Listen to the Night

It’s mid-September in New England. The leaves are hinting at the spectacular show to come.




At this point in time, though, the real drama is at night when you can’t see a thing. There’s a chorus so complex that I have no idea which sounds come from the frogs, the insects, or the birds. I’m sure there are naturalists out there who can parse this orchestra into it’s components. (Leave a comment and let me know what you hear!) But, before analyzing it, simply listen to it as a whole. It’s a full-throttled concert throbbing lustily with life.

Having gone from deafness back to hearing thanks to science and cochlear implants, this nightly chorus is a miraculous thing to immerse myself in. Read more about CIs here.


  1. I’ll take that chorus over traffic any day of the week. It’s one of many reasons I dislike winter. No chorus. Oh! And no bird song to wake me in the mornings! However, now that I’m raising crickets to feed my lizard, I at least have cricket song year round!

  2. This post reminded me of a website I enjoyed years ago. There were sound files of individual insects and birds, for identification purposes. The website was down for a long time…but it’s back now, and they’ve gone commercial!

    Maybe other readers know about a good website for song identification?

    • (I had to launch Safari to play the soundfile)- sounds a lot like what I’d heard in NY, mid-June. I suspected that one voice was a frog, but I never went out with a flashlight to find out. Sometimes it’s best to “accept the mystery”! A wonderful thing to share.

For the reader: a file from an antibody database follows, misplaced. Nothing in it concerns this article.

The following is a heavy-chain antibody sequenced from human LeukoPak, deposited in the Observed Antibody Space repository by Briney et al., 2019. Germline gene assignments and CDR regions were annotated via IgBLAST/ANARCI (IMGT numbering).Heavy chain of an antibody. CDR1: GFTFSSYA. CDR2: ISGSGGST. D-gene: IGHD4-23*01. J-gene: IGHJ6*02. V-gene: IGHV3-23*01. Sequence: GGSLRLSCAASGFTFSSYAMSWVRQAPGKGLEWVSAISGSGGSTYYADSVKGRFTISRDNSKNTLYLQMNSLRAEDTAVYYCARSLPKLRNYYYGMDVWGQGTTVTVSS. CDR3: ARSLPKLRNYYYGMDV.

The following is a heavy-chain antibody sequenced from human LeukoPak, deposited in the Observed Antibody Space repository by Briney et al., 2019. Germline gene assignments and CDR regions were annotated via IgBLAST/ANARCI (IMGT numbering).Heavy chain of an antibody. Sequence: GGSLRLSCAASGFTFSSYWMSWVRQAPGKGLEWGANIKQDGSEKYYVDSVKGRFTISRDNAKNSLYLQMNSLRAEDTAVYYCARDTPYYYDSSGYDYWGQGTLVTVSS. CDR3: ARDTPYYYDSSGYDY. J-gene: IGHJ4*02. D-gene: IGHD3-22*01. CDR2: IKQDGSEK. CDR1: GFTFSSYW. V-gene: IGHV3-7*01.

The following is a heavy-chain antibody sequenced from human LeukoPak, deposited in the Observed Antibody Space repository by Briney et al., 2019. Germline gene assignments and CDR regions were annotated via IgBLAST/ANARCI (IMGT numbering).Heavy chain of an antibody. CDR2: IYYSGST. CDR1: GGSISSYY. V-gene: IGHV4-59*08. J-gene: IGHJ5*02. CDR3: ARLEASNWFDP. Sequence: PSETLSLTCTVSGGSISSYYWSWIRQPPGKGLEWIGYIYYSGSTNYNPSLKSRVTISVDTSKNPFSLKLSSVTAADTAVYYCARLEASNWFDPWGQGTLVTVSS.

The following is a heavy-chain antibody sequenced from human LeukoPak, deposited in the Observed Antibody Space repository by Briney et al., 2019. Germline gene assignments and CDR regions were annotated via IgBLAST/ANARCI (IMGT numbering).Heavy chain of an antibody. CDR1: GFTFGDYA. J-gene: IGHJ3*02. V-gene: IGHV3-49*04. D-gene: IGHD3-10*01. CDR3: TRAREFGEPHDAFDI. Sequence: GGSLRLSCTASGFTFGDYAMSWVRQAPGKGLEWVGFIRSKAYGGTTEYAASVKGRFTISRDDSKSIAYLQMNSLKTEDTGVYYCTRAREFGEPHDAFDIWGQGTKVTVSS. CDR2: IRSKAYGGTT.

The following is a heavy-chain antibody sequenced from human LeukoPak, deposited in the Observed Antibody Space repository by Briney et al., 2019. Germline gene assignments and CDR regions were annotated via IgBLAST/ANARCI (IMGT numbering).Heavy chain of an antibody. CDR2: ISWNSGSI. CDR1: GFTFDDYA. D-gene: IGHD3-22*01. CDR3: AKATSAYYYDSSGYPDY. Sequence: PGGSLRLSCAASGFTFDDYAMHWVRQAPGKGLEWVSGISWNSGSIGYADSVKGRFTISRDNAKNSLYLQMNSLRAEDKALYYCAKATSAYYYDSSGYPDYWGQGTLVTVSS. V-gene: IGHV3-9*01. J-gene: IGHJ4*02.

3. The rhythmic buzzing that overlays the cricket chorus is katydids. We don’t have many of them in Vermont; whenever I’m somewhere that has them in abundance in summer, I’m enchanted.

  4. I once had a complete set of tapes (whoops, done spilled the beans on which generation I am counted among) that were all sounds like this one: night chorus, laughing stream, thunderstorm in D minor, etc. My mom played them in the office she worked in and said it was quite relaxing. Mostly, it was intriguing to the other workers, most of whom were city dwellers. They not only deprived themselves of a live concert, but they missed the finale by Rusty the Rooster at 5:40 AM. This is the kind of sounds I like to fall asleep to at night.

  5. We hear these sounds nearly every night, here in south Mississippi, during the Summer and I never tire of it!! Mostly what you hear are tree frogs and crickets singing their hearts out … just for us.

  6. Wow! That´s so beautiful!
    Here we listen ants walking and cutting leaves. It´s so loud!

    • I am not fond of ants, but I’ve seen videos of the leaf cutters and there is something delightful about their marching – from a distance! :)